Both Estrogens and Androgens Alter Neurokinin 3 Receptor (NK3R)- or Kappa-Opioid Receptor (KOR)-Modulated Activity in Arcuate Kisspeptin Neurons

Presentation Number: OR16-1
Date of Presentation: March 6th, 2015

Kristen A Ruka* and Suzanne M Moenter
University of Michigan, Ann Arbor, MI


Gonadotropin-releasing hormone (GnRH) is released in a pulsatile pattern that is essential for fertility.  Gonadal steroid feedback alters this pattern, but GnRH neurons themselves rarely express the necessary steroid receptors.  Therefore, feedback is likely mediated by steroid-sensitive afferents, such as arcuate neurons that coexpress kisspeptin, neurokinin B (NKB), and dynorphin, also known as KNDy neurons.  Kisspeptin stimulates GnRH neurons, and NKB stimulates KNDy neurons via NK3R, while dynorphin inhibits KNDy neurons via KOR.  In KNDy neurons from intact vs. gonadectomized (GDX) male mice, NK3R-mediated stimulation of action potential firing is attenuated, while KOR-mediated inhibition of firing is enhanced, supporting steroid negative feedback via both NK3R and KOR.  Testosterone can be metabolized to estradiol (E2) in the brain, and most KNDy neurons express both estrogen receptor alpha and androgen receptor.  Both steroid classes can suppress arcuate kisspeptin mRNA.  However, E2 but not dihydrotestosterone (DHT, an androgen that cannot be converted to E2) appears to be essential for negative feedback on GnRH neuron activity in mice.  Therefore, we hypothesized that estrogens, not androgens, modulate KNDy neuron firing responses to activation of NK3R or KOR in males.  To test this hypothesis, adult male Tac2 (NKB)-GFP mice were GDX and either untreated or implanted with Silastic capsules containing E2 or DHT.  Extracellular electrophysiological recordings were taken from KNDy neurons in acutely prepared coronal brain slices.  Frequency of action potential firing was averaged over the last 2 minutes of an untreated control period and compared with average frequency over the last 2 minutes of a 5 minute bath application of either the NK3R agonist senktide (SK) or dynorphin.  As in previous studies, preliminary data from GDX mice show a trend toward increased KNDy neuron firing frequency in response to SK (control 0.0±0.0 Hz, SK 8.9±2.7 Hz, p=0.063, n=5).  Consistent with our hypothesis, this effect is attenuated in cells from E2-implanted mice (control 0.0±0.0 Hz, SK 1.9±0.8 Hz, p=0.063, n=6; E2 SK vs. GDX SK p<0.05).  Interestingly, the response to SK treatment in KNDy neurons after DHT implantation is similar to that after E2 (control 0.0±0.0 Hz, SK 1.5±0.7 Hz, p<0.05, n=8; DHT SK vs. GDX SK p<0.05, DHT SK vs. E2 SK p>0.9).  Preliminary data also suggest that dynorphin reduces firing rate in all animal models tested and that this inhibition may be more effective in cells from either E2- or DHT-implanted mice.  These data are consistent with the action of estrogens and, in contrast to our hypothesis, also androgens in the alteration of NK3R- and KOR-mediated responses in KNDy neurons from GDX male mice.  Future studies will test through which receptors estradiol acts to mediate these changes and whether the effects are direct on KNDy neurons.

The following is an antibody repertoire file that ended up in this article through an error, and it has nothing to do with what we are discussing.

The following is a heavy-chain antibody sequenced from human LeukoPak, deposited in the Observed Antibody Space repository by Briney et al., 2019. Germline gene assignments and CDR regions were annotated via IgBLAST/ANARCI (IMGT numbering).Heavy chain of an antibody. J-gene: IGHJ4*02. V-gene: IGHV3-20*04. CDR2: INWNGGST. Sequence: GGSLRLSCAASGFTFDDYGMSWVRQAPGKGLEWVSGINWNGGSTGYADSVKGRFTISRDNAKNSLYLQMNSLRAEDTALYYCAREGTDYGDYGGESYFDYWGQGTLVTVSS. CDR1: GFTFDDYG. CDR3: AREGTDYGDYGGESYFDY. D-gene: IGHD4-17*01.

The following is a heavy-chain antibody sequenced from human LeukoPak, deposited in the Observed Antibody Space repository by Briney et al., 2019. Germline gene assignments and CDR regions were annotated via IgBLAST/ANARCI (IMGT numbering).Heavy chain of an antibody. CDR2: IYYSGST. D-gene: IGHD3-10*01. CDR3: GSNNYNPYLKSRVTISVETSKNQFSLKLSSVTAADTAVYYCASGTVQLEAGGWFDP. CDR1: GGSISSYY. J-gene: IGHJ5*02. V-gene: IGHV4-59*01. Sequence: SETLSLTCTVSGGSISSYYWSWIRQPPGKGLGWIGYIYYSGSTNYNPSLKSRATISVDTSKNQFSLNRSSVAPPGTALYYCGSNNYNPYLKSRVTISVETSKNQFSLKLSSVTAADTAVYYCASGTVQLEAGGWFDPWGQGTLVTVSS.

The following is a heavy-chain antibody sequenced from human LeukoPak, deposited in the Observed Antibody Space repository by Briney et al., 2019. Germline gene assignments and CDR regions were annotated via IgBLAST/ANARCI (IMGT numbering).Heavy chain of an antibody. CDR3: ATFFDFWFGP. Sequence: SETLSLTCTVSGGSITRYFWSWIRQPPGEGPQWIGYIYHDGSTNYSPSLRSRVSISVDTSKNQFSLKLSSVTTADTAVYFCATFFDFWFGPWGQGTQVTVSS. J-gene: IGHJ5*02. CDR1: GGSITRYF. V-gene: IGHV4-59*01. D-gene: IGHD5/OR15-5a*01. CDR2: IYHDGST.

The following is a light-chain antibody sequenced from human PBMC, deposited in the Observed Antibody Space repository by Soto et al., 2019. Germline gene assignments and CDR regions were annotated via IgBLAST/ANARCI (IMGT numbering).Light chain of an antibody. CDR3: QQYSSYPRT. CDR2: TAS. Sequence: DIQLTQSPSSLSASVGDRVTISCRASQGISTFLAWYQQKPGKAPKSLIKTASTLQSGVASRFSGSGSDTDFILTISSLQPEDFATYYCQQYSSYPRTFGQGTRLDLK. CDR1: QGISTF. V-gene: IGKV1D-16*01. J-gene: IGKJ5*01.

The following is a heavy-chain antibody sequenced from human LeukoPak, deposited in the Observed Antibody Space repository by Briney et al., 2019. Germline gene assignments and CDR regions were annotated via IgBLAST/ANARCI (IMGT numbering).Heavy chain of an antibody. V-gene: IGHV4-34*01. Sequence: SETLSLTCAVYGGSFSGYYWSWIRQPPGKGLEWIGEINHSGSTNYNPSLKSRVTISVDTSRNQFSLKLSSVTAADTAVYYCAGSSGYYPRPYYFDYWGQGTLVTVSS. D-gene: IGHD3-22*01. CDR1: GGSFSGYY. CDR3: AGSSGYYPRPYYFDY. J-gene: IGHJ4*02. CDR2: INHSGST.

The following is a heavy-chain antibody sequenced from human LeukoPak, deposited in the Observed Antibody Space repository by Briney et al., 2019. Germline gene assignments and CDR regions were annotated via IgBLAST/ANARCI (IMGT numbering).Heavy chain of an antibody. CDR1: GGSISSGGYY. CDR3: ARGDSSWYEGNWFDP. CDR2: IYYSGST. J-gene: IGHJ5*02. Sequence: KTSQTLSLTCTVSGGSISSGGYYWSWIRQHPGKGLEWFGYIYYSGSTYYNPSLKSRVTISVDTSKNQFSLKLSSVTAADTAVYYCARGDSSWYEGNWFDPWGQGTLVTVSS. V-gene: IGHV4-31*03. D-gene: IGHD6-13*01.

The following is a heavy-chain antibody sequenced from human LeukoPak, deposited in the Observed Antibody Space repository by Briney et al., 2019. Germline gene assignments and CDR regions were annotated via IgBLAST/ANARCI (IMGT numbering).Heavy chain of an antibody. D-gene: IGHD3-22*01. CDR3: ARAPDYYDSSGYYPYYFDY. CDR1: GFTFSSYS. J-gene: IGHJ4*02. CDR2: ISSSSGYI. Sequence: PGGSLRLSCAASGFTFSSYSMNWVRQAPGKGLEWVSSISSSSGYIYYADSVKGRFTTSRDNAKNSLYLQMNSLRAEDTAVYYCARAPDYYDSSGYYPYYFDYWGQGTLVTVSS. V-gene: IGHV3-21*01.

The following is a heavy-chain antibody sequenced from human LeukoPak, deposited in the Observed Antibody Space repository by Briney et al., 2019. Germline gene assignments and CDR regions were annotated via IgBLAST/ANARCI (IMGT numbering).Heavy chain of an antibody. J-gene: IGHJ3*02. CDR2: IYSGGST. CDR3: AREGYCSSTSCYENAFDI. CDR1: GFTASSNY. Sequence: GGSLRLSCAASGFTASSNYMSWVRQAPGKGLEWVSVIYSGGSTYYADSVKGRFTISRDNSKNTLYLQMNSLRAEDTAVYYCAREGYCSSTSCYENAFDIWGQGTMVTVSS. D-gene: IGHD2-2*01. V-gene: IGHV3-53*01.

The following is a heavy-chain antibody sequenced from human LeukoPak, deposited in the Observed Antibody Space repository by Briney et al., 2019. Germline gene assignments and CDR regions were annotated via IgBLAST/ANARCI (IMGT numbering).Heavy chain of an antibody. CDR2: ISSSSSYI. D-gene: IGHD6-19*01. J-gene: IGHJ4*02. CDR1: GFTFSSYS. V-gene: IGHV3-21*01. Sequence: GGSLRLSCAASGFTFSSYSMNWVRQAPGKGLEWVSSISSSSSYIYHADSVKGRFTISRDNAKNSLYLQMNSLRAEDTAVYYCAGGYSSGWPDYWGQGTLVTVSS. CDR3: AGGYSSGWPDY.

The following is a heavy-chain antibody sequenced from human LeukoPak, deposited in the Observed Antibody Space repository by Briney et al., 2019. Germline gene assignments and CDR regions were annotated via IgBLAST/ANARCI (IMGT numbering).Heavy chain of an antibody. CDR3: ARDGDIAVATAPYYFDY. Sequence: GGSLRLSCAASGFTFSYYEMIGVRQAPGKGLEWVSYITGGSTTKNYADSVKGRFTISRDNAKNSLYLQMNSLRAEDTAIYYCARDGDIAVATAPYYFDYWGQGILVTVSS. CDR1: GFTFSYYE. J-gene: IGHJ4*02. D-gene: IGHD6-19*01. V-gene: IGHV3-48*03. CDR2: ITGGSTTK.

Nothing to Disclose: KAR, SMM